Do basket abandonment emails work? Is there any ‘best practice’ guidance that ecommerce sites should follow?

What is the likelihood that an abandoner will come back to purchase after receiving the email?

Let’s try to answer these questions right now in this revised and updated version of a previously published, and now outdated, post.

According to SaleCycle’s founder and CEO, Dominic Edmunds:

Cart abandonment is one of the biggest challenges facing online retailers, with three-quarters of customers effectively walking away at the till.

That’s a hefty amount of abandonment and certainly falls in line with Hubspot’s research that the avearge checkout abandonment rate is 67.4%.

Imagine if that amount of shoppers did the same in your local supermarket. It would be anarchy. 

The same research claims that 41% of abandoners cite hidden delivery charges as the main reason for cart abandonment. 

Clearly a lot can be done in terms of conversion rate optimisation (CRO) in order to curb basket abandonment. Being completely upfront about delivery costs directly on product pages would be a great start.

Burying shipping options and costs in the checkout, forcing shoppers into the checkout process far too early, forcing visitors to register before buying, not offering a fixed date for delivery. These are all ways that an ecommerce site can send customers fleeing elsewhere. 42% of abandoners just needed “more information’.

Chances are that even if your site is doing everything right in terms of CRO, baskets will still be abandoned. We’re a fickle, impetuous and anonymous bunch.

As long as we’re shopping on the internet we won’t feel the embarrassment of leaving our chosen products on the floor, like we would in a tiny boutique shop in Shoreditch with the constant eyes of the single staff member glaring at you.

Unlike that boutique shop on the high street though, there’s a higher chance that the ecommerce store you happily abandoned will have your email address. Email is a highly effective means of tempting you back.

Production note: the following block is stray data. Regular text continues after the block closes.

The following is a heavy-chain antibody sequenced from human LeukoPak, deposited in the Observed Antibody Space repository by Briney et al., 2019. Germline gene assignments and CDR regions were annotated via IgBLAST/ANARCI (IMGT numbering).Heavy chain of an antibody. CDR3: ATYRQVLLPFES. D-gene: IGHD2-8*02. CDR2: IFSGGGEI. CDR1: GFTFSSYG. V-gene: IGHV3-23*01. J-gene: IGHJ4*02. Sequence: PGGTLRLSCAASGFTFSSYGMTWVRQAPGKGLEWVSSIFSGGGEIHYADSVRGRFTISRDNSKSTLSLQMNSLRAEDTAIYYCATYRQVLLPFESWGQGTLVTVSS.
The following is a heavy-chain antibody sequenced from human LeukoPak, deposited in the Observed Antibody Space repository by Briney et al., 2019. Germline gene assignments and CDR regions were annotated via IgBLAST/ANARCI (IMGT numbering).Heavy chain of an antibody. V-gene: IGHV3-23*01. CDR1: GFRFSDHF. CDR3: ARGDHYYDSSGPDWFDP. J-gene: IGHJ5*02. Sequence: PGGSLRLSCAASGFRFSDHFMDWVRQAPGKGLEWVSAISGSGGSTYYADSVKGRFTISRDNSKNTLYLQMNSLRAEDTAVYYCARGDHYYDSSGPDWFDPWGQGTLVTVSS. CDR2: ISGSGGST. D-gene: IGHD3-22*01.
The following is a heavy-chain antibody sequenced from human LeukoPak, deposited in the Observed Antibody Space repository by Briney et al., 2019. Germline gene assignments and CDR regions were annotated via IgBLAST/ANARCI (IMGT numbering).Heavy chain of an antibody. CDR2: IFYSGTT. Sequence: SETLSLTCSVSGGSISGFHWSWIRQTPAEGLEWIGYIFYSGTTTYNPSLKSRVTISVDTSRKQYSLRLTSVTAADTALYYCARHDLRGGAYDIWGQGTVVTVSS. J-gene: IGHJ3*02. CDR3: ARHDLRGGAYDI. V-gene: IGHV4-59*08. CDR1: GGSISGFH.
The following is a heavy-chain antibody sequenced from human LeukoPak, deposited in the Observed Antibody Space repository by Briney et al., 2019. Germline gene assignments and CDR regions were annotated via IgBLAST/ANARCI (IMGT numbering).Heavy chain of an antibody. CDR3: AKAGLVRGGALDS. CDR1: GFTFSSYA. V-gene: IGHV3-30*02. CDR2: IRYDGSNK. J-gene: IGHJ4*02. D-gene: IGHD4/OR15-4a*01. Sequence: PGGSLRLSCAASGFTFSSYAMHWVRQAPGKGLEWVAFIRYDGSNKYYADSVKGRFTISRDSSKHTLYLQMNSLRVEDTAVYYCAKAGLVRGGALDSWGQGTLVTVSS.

In Q1 2015, cart abandonment rates averaged 75.6% across all sectors, according to SaleCycle. Here’s some more stats that show the effectiveness of targeted emails relating to abandonment.

  • More than a tenth (11.61%) of cart abandonment emails are clicked.
  • The average order value (AOV) of purchases from basket abandonment emails is 14.2% higher than typical purchases.
  • Nearly half (44.1%) of all cart abandonment emails are opened.
  • Nearly a third (29.9%) of clicks lead to a purchase back on site.

And just in case you’re not convinced yet…

  • Every single cart abandonment email sent, delivers more than $8 in revenue.

Examples of winning techniques

In many cases, a three stage retargeting approach can be effective. 

An immediate email after the customer has left the site may come across as off-putting and desperate; however choosing a slightly different tact may be more appealing.

Shoe retailer Boot Barn sent its first email of three after 20 minutes of cart abandonment and it was geared towards customer service. It helpfully asked if something technically went wrong with the purchase and if they could help with any problems. This achieved a 46% open rate.

The second email sent 23 hours after highlighted why the customer should purchase from Boot Barn. This achieved a 40% open rate.

One week later, a third and final email was sent with a clear call-to-action warning that it was the final chance for the customer to retrieve their saved items and complete purchase. This achieved an open rate of 28%.

Another tactic is offering a discount in one of the three retargeted emails. Perhaps the second or third email could contain an exclusive discount code for the basket. 

Smileycookie.com achieved an open rate of 54% with a second retargeted email that contained a 10% discount code, leading to a click-through-rate (CTR) of 16%.

Here’s what you could be doing to improve your cart abandonment emails:

  • Use a clear email subject line. Let the customer know exactly why they are being retargeted, therefore increasing the chance it won’t be ignored.
  • Be personal. You have the customer’s details, so use them. 
  • Refer to the abandoned items directly. Use images of the items left in the basket. Also it would be worth adding scarcity to the email by revealing how many of the items are left in stock.
  • If the items are no longer in stock, recommend similar items in the email. In fact you could do this anyway, even if the original items are still in stock.
  • Draw attention to your site’s excellent returns policy.
  • Be absolutely clear on your delivery charges, perhaps even apply an exclusive discount on this via the email if you feel this may be the reason for the initial abandonment.
  • Include a link that leads directly to the cart.
  • Include customer reviews of the items abandoned.